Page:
ersing the force assembled there under Gen. Richard Taylor. He had already resolved upon placing the command under Weitzel. On May 26, 1862, Department No. 2 had been extended to embrace east Louisiana, and the Trans-Mississippi department had been constituted, including west Louisiana Gen. Paul O. Hebert, two days later, was assigned to the command of the district of West Louisiana and Texas, and on June 25th East Louisiana came under the department command of Gen. Braxton Bragg. On August 20th Maj.-Gen. Richard Taylor, already distinguished in the Virginia campaigns, was ordered to the command of the district of West Louisiana. Taylor was an unknown quantity for Butler. Banks was to learn him thoroughly, and to his painful cost before another year. Another Arminius, Taylor loved to fight on his State's soil against his State's foes. This territory of western Louisiana was destined to become a Belgium for both forces. Each, in turn, was to occupy, to lose, to regain it. N
ctions. Their shells, skillfully guided, compelled the Confederates to get out of range. The squadron continued the shelling at intervals for three days, until Wednesday, November 5th, on which day victory clearly remained with the Cotton. The enemy, wearied with the long contest and conscious of having inflicted but little injury upon their plucky foe, turned and steamed back to Berwick bay. On his side, Mouton completed at his ease the mounting of such guns as he had. At 4 a. m. on the 4th, he had resumed his position on the Teche. The casualties of the engagement, on the Cotton, were 1 private killed and 2 wounded; and though slightly damaged the gunboat was soon in trim for another exchange of shells and spherical cases. The conduct of Capt. E. W. Fuller, commanding, in successfully repulsing, with an artillery company on a small gunboat, with 4 guns, a squadron of four gunboats carrying 27 guns, was highly complimented by General Taylor. This series of affairs was, in e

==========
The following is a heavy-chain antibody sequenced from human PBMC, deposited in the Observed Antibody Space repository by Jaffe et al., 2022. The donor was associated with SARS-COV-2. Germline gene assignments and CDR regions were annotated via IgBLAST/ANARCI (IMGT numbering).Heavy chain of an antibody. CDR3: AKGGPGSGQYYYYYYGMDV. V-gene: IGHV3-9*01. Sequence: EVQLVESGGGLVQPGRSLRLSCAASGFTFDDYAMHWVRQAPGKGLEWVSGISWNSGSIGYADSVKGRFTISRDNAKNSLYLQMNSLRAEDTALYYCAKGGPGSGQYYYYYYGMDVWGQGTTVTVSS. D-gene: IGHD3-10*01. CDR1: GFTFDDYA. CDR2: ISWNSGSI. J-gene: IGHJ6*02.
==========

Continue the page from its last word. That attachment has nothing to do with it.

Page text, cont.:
June 25th (search for this): chapter 8
rganizing a strong expedition to move through western Louisiana for the purpose of dispersing the force assembled there under Gen. Richard Taylor. He had already resolved upon placing the command under Weitzel. On May 26, 1862, Department No. 2 had been extended to embrace east Louisiana, and the Trans-Mississippi department had been constituted, including west Louisiana Gen. Paul O. Hebert, two days later, was assigned to the command of the district of West Louisiana and Texas, and on June 25th East Louisiana came under the department command of Gen. Braxton Bragg. On August 20th Maj.-Gen. Richard Taylor, already distinguished in the Virginia campaigns, was ordered to the command of the district of West Louisiana. Taylor was an unknown quantity for Butler. Banks was to learn him thoroughly, and to his painful cost before another year. Another Arminius, Taylor loved to fight on his State's soil against his State's foes. This territory of western Louisiana was destined to be